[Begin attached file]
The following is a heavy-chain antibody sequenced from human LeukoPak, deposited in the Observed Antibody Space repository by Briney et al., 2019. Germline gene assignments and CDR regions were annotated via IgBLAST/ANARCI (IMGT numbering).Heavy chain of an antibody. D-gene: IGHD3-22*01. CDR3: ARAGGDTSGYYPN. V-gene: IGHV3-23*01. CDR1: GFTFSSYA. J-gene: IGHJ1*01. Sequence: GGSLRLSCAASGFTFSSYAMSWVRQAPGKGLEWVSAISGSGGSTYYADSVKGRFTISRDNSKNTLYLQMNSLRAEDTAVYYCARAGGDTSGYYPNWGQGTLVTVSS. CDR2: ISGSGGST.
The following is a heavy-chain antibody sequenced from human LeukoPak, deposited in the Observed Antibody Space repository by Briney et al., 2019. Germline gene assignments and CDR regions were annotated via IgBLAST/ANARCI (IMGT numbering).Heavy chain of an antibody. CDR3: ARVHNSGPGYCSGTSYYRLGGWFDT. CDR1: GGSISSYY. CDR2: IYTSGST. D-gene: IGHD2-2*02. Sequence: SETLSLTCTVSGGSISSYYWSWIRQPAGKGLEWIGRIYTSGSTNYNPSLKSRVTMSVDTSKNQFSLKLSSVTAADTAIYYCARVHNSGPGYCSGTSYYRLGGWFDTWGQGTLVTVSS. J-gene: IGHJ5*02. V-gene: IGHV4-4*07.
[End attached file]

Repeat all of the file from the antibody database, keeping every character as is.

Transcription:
The following is a heavy-chain antibody sequenced from human LeukoPak, deposited in the Observed Antibody Space repository by Briney et al., 2019. Germline gene assignments and CDR regions were annotated via IgBLAST/ANARCI (IMGT numbering).Heavy chain of an antibody. D-gene: IGHD3-22*01. CDR3: ARAGGDTSGYYPN. V-gene: IGHV3-23*01. CDR1: GFTFSSYA. J-gene: IGHJ1*01. Sequence: GGSLRLSCAASGFTFSSYAMSWVRQAPGKGLEWVSAISGSGGSTYYADSVKGRFTISRDNSKNTLYLQMNSLRAEDTAVYYCARAGGDTSGYYPNWGQGTLVTVSS. CDR2: ISGSGGST.
The following is a heavy-chain antibody sequenced from human LeukoPak, deposited in the Observed Antibody Space repository by Briney et al., 2019. Germline gene assignments and CDR regions were annotated via IgBLAST/ANARCI (IMGT numbering).Heavy chain of an antibody. CDR3: ARVHNSGPGYCSGTSYYRLGGWFDT. CDR1: GGSISSYY. CDR2: IYTSGST. D-gene: IGHD2-2*02. Sequence: SETLSLTCTVSGGSISSYYWSWIRQPAGKGLEWIGRIYTSGSTNYNPSLKSRVTMSVDTSKNQFSLKLSSVTAADTAIYYCARVHNSGPGYCSGTSYYRLGGWFDTWGQGTLVTVSS. J-gene: IGHJ5*02. V-gene: IGHV4-4*07.